When I first look at a client’s resume, I quite often see a list of bullet points that reflect only responsibilities. One of my clients, for example, an accountant, listed a bullet point that read: “Responsible for managing the monthly close.” After we discussed the impact she made through her management, we modified the text to read: “Managed the monthly close, reducing turnaround time by at least 30% while improving accuracy.” Do you feel the extra power More
A prospective client once came to me for help. “In the past year I’ve applied for about 100 positions, yet have had no interviews!” she told me in frustration. I was pretty confident that I knew the crux of her problem straight away. How? It was the emphasis she placed on the number of jobs she had applied for. Usually, it’s not nearly enough to just apply for jobs. More
A number of resume “professionals” say not to use formatting such as bolding or underlining because it can prevent Applicant Tracking Systems from identifying formatted keywords in your resume. ATS’s are often used by large organizations to do initial automated resume screenings for job postings, before resumes are seen by a human. My take on this claim: TOTALLY FALSE.
How do I know? Simple—you can test it yourself. Get a free Google Drive account, which includes gigabytes of cloud storage, and upload your PDF (or Word) resume there. Google Drive is known for making More
Many cold emails and cover letters (i.e. those sent to people you don’t know asking for a meeting or an interview) are not even read by the recipient; the email subject line doesn’t resonate, or the content is too dense, boring, irrelevant or seemingly pointless to engage the reader. Clients who have applied the following 10 rules, however, have seen big improvements in their email response rates.
Rule #1: Make your letter easily “scannable”
These days, work is too fast-paced to allow time for reading through a long, dense letter. More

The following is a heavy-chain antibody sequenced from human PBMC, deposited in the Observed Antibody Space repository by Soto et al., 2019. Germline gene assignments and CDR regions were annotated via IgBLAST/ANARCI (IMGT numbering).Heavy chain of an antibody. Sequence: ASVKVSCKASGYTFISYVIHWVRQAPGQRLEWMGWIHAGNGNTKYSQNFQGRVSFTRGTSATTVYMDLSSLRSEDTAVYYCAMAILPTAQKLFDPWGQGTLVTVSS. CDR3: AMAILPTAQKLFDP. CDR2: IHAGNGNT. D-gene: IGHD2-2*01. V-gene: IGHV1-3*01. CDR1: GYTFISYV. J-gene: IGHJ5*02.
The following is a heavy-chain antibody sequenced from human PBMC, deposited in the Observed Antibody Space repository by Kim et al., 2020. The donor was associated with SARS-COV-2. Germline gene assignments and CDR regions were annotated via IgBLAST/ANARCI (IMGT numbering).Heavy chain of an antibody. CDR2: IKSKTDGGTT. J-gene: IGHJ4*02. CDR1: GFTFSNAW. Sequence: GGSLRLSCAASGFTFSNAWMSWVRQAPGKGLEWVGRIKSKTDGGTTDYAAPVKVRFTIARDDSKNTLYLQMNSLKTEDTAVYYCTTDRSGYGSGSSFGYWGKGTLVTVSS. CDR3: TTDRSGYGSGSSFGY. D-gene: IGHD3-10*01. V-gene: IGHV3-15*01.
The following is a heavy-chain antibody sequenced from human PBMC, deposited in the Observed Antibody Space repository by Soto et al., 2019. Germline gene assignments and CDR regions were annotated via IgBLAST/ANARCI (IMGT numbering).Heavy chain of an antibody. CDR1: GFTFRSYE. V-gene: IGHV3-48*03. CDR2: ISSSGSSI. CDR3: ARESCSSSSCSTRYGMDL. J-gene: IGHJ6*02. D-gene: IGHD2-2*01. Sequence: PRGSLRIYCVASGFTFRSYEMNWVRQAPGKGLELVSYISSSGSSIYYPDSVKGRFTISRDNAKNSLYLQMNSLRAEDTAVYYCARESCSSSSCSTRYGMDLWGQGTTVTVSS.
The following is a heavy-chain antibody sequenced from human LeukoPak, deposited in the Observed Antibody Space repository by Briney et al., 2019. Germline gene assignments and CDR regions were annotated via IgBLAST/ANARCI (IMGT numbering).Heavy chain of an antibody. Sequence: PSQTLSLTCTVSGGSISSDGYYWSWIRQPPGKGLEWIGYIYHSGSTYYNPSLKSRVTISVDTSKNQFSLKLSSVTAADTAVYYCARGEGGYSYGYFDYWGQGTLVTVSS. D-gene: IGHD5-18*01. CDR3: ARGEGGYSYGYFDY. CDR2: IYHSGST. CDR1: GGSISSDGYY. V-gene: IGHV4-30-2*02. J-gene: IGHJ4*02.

What do you do if a hiring manager says you are “overqualified” for a position? First, you need to know that what they really mean is a) you’re going to want too much money, b) you’re going to be bored and will leave in six months, or c) you won’t fit into the culture. All three of these underlying issues can be addressed with these two approaches: More
I once went to a seminar where the presenter was sharing some leadership development ideas with the audience. At the end of the presentation, we were all left with the same question— What do we do with this information? In fact, someone asked this very question (“what is our next step…”), and the presenter’s response was “That’s a good question, I’m not sure.” BIG mistake, and it was the key reason his presentation was a fail.
The number one question any audience member has is “how does this help me?” For your presentation to have any chance of achieving greatness (or even goodness), you must answer this question. More
LinkedIn now makes it easier to find volunteer opportunities. Gain access by going to http://volunteer.linkedin.com or by clicking on the “Jobs” menu option, selecting “Advanced Search,” “More Options,” and then entering “volunteer” in the job title. LinkedIn has partnered with some major volunteer matching sites to make this happen. Here’s why this feature is so great. More
How you present yourself or your work can determine a potential promotion, sale, or job offer. These three simple ideas, from my new book, Peak Presentations, can go a long way towards helping you achieve the outcomes you want.
PowerPoint Slides: Don’t Compete!
When using PowerPoint slides to support a presentation, make sure the slide content doesn’t compete with what you are saying. More
Keywords in your resume, LinkedIn profile, emails and ‘pitch’ help to communicate your value. To job prospects, your use of the right keywords tells them you are an “insider” (everyone wants to hire insiders) and that you understand the problems they face. Organizations use keyword filters for candidate searches, so your use of strategically placed keywords will improve your likelihood of being spotted.
When someone is searching on LinkedIn for a candidate with your skills (increasingly LinkedIn is the first stop for candidate searches), keywords in certain parts of your profile matter more than others. More